The project doesn’t end here. [Nothorwitzer] has created a second cube, which is even more tricky. The lid pops by pressing in one section. The drawers operate in a similar way, but there is a lever to engage or disengage the drawer opening. This may be the perfect place to hide your retro gaming systems!
Ah, Christmas, the time of festive good cheer, cherubic carol-singers standing in the crunchy snow, church bells ringing out across the frozen landscape, Santa Claus in his red suit flying down the chimney with a sack of presents, the scent of Christmas meals cooking heavy upon the air, and a Canadian guy wearing a trainset.
Wait a minute, we hear you say, a Canadian guy wearing a trainset? That’s right, not satisfied with the sheer awfulness of his ugly Christmas sweater on its own, [BD594] made it extra-special by incorporating a working Christmas tree trainset into the ensemble. As if the discovery that Christmas tree trainsets are a thing was not enough, we are treated to the spectacle of one on a plywood ring suspended from a particularly obnoxious Christmas-themed garment. Not all hacks are in good taste, and in fairness we have to note that this one is tagged as comedy rather than railroad engineering.
You can view the result in the video below the break. It’s short on technical detail, which is a slight shame as even though there are few mysteries in powering a small trainset it might be interesting to know how the method used to suspend the baseboard. We’d suspect a harness underneath that jumper, as Christmas garments are built for looks rather than strength.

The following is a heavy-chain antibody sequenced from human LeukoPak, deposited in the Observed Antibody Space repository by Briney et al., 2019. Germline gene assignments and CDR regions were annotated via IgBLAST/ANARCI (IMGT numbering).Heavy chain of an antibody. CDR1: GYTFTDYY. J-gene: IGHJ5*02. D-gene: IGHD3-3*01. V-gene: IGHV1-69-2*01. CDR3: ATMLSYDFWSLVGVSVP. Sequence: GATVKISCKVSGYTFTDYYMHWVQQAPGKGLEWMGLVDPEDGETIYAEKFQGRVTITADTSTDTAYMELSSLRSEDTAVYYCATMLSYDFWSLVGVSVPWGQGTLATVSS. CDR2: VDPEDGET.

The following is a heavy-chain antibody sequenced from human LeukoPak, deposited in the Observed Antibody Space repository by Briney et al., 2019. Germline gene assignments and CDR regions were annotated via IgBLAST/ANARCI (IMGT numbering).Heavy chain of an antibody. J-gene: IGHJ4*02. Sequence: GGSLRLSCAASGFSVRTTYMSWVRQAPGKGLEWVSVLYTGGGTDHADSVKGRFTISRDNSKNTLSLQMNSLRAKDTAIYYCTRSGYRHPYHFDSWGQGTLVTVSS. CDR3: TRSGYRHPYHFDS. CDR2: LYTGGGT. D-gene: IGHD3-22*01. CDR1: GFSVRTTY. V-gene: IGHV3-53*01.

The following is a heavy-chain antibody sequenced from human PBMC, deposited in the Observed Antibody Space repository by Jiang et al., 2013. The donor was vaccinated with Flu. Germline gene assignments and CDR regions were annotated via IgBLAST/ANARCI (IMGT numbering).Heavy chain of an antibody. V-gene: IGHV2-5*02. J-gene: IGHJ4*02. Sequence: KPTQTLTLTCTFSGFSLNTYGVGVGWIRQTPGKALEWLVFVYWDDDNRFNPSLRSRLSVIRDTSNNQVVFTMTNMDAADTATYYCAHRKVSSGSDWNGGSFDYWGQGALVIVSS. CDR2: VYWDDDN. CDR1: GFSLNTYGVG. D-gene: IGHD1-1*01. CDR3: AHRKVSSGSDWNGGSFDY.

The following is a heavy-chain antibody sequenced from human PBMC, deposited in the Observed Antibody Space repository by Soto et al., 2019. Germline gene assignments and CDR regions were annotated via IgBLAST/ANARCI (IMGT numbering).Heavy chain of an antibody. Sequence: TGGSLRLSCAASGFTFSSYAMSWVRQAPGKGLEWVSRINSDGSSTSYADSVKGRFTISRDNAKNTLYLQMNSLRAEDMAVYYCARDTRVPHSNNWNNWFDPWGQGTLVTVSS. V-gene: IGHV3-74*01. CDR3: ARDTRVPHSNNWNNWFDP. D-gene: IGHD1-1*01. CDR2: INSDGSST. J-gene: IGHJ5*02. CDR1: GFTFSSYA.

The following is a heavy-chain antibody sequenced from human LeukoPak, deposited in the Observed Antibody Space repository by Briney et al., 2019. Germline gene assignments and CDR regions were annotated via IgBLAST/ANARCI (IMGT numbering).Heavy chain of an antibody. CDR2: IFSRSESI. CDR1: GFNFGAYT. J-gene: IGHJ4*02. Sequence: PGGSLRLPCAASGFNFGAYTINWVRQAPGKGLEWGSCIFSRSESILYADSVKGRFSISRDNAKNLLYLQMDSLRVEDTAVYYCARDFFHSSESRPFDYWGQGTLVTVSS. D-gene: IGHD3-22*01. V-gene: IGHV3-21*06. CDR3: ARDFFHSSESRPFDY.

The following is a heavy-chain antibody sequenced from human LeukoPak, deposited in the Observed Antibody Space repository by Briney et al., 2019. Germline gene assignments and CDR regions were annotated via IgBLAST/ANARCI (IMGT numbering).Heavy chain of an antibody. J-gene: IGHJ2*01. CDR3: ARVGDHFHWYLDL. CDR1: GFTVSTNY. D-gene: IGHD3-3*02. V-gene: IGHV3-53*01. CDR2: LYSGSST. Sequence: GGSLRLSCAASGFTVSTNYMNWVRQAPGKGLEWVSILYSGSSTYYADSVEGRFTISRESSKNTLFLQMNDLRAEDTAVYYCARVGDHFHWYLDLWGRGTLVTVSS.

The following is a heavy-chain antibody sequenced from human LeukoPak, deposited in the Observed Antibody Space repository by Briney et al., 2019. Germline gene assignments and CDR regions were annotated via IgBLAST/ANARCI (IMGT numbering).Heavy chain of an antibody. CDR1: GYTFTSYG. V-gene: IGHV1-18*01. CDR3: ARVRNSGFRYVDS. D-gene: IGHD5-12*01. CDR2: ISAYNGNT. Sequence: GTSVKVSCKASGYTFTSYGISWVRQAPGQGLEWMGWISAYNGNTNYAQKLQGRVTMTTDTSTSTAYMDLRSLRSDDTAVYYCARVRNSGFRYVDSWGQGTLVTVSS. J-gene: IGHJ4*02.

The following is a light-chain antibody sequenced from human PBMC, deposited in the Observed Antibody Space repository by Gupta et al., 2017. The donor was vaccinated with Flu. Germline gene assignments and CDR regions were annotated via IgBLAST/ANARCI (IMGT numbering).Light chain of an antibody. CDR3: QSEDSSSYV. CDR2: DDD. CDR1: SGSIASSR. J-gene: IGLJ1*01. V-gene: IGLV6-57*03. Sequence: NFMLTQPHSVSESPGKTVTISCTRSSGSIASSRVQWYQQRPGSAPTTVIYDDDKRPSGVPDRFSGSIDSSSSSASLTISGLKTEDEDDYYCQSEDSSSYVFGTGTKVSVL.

Can you run an electric motor for two years on a single lithium coin cell? [IamWe] figured out how to do it, and even though his donut motor doesn’t look like any motor we’ve ever seen before, it’s a pretty solid lesson in low-current design.
The donut motor is really just a brushless DC motor with a sign-pole stator and a multi-pole rotor. The frame of the motor is built from a styrofoam donut, hence the motor’s name. The rotor is a styrofoam sphere with neodymium magnets embedded around its equator. A sharpened bicycle spoke serves as an axle, and clever magnetic bearings provide near-zero friction rotation. The stator coil comes from an old solenoid and is driven by a very simple two-transistor oscillator. [IamWe]’s calculations show that the single CR2032 coin cell should power this motor for over two years. This one looks easy enough to whip up that it might make a nice project for a long winter’s night. Watch it spin in the video below.